Reducing the effects of background noise during auditory functional magnetic resonance imaging of speech processing: Qualitative and quantitative comparisons between two image acquisition schemes and noise cancellation

Graham A. Blackman, Deborah A. Hall

Research output: Contribution to journalArticlepeer-review

21 Citations (Scopus)

Abstract

Purpose: The intense sound generated during functional magnetic resonance imaging (fMRI) complicates studies of speech and hearing. This experiment evaluated the benefits of using active noise cancellation (ANC), which attenuates the level of the scanner sound at the participant's ear by up to 35 dB around the peak at 600 Hz. Method: Speech and narrowband noise were presented at a low sound level to 8 listeners during fMRI using 2 common scanning protocols: short ("continuous") and long ("sparse") temporal schemes. Three outcome measures were acquired simultaneously during fMRI: ratings of listening quality, discrimination performance, and brain activity. Results: Subjective ratings and discrimination performance were significantly improved by ANC and sparse acquisition. Sparse acquisition was the more robust method for detecting auditory cortical activity. ANC reduced some of the "extra-auditory" activity that might be associated with the effort required for perceptual discrimination in a noisy environment and also offered small improvements for detecting activity within Heschl's gyrus and planum polare. Conclusions: For the scanning protocols evaluated here, the sparse temporal scheme was the more preferable for detecting sound-evoked activity. In addition, ANC ensures that listening difficulty is determined more by the chosen stimulus parameters and less by the adverse testing environment.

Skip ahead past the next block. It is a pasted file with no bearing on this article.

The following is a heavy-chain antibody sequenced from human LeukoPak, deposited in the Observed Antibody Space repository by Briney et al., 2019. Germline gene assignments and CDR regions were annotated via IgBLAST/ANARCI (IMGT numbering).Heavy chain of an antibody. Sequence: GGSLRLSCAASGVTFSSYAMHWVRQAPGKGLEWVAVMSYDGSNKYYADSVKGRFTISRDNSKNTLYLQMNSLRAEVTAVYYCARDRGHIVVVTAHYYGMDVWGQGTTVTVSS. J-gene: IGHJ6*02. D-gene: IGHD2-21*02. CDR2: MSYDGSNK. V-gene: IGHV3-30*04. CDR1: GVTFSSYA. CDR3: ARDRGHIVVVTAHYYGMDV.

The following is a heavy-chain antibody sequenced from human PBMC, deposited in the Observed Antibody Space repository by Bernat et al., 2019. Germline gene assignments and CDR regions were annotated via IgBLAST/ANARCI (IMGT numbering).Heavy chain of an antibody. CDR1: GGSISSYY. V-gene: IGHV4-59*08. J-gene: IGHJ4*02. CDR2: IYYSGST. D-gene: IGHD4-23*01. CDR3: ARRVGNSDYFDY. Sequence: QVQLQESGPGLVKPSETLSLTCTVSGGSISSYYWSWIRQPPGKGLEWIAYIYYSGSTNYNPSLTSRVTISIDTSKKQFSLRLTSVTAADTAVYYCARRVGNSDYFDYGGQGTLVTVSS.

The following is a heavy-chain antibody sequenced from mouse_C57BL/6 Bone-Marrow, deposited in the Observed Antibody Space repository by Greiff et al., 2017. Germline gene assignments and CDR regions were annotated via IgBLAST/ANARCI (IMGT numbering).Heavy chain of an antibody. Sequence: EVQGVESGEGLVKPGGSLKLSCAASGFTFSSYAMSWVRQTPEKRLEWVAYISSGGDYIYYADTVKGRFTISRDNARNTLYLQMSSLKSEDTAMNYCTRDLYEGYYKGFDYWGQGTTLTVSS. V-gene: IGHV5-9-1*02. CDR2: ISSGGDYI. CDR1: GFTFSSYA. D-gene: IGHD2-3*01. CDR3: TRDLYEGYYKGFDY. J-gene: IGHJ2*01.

Original languageEnglish
Pages (from-to)693-704
Number of pages12
JournalJournal of Speech, Language, and Hearing Research
Volume54
Issue number2
DOIs
Publication statusPublished - Apr 2011

Keywords

  • Active noise cancellation
  • Audibility
  • Frequency discrimination
  • Intelligibility
  • Neuroimaging

ASJC Scopus subject areas

  • Language and Linguistics
  • Linguistics and Language
  • Speech and Hearing

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